19 July 2018

Guidance on recent China export rules

Inspection organisation CCIC London has kindly provided this summary of two recently introduced waste regulations, which cover the export of recyclable materials to China, to letsrecycle.com.

As part of the Chinese government’s plan to reform its waste import regulatory regime, two more waste import-related regulations came into effect in recent months, in addition to all the changes and adjustments made by various Chinese government departments throughout 2017 to tighten their controls over imported waste. 

CCIC London has provided a summary of two recently introduced waste regulations, which cover the export of recyclable materials to China

Closely following development of the situation, CCIC London would like to bring the attention of the UK waste exporters to these two latest regulations, namely Decree No. 194/2017 released by AQSIQ and Public Announcement No. 48/2018 by General Administration of Customs of China (GAC), based on which CCIC London is now actively drawing up a plan to re-shape its pre-shipment inspection model.

New Pre-shipment Inspection Model Required

Both regulations are of vital importance to all stake-holders in the waste export trade, in the sense that they outline the latest Chinese regulatory system for waste import, setting out up-to-date obligations of all parties involved in the waste import chain including overseas suppliers and inspection agency, and specifying penalties for breaches.

Most important of all, the regulations reiterated requirements on how pre-shipment inspections are expected to be executed. It is explicitly stated in the regulations that the pre-shipment inspection of waste material involves “inspection, supervised loading and seal-applying” at the loading locations, which current CCIC inspection model needs to align to.  Striving to ensure full implementation of the regulations, CCIC London is currently working on a new inspection model that would fulfil the latest requirements. In the meantime, we would like to call for the UK recycling industry to work with us in setting up the new inspection model, in order to sustain the export to China for years to come.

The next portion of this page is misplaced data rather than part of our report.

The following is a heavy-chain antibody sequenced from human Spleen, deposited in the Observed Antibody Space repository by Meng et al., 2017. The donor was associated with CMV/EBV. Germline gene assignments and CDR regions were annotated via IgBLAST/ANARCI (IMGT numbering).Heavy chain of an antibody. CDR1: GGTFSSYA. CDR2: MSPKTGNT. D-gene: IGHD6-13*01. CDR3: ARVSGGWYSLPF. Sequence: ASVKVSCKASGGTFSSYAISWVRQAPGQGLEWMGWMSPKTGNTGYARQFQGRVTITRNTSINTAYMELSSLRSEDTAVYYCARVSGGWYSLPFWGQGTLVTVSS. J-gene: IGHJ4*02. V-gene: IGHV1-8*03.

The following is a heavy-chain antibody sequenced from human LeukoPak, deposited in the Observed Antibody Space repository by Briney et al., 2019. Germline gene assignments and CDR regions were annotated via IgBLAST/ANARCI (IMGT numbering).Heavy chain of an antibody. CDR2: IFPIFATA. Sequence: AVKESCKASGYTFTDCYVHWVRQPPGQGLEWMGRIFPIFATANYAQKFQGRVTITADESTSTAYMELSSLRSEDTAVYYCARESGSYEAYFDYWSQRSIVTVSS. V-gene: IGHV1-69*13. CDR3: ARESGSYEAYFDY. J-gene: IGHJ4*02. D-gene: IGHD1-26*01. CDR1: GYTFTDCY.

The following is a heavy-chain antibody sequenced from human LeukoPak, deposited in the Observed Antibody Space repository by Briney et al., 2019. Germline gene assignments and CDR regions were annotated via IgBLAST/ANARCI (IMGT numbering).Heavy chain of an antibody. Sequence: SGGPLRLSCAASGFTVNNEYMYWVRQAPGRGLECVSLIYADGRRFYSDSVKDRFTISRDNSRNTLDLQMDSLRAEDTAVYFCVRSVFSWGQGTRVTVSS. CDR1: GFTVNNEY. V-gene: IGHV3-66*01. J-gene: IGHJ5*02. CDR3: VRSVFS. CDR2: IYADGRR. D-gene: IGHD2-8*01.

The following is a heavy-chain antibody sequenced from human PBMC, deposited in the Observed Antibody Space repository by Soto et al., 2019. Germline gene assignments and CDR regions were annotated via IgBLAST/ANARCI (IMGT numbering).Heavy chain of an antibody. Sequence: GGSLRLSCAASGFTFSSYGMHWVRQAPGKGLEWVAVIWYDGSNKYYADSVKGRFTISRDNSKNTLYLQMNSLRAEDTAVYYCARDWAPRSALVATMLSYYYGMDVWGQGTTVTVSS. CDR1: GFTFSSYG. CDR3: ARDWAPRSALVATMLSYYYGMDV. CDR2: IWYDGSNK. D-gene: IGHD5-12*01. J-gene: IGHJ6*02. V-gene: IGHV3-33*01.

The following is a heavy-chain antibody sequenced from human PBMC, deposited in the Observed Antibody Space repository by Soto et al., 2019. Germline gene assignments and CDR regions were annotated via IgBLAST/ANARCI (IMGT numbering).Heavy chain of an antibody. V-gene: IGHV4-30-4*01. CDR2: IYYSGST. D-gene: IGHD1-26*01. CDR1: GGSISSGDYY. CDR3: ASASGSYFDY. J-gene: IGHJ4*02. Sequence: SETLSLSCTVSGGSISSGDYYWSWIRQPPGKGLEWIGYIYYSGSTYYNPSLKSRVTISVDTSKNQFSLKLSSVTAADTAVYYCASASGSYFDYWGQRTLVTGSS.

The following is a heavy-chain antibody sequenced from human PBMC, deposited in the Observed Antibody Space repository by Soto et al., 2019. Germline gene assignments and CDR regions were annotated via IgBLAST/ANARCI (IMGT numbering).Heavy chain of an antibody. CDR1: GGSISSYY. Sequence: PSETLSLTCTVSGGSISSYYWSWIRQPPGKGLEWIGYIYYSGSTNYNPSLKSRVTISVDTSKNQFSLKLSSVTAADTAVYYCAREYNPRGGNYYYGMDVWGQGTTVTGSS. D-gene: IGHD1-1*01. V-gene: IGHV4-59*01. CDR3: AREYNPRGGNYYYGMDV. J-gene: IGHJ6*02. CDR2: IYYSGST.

Supervision of overseas suppliers updated

CCIC London has also summed up some of the key elements for supervision of overseas suppliers, which are as follows:

a. Consolidation of competent authority for waste import inspection and supervision

After the central government departments reshuffle in March 2018, GAC has taken over supervision of waste import port inspection nationwide and its local Customs offices are now in charge of imported waste port inspection and quarantine.

b. Overseas Supplier Registration Rules

GAC is now in charge of issuing supplier licenses to overseas waste exporters. The license, previously often referred to as AQSIQ license, is the prerequisite for selling waste material to China.

Some of the most important rules regarding the license are:

  1. Newly issued license will have a validity period of 5 years instead of 3;
  2. The overseas supplier license could be revoked in scenarios including:
  • The material critically fails in terms of environmental issues
  • The supplier does not cooperate on the return of its failing material
  • The supplier does not return its failing material within 6 months after the Environmental Non-compliance Report is issued due to the shipper’s fault
  • The supplier ships returned material to mainland China once again
  • The supplier transfers its license or license number to other suppliers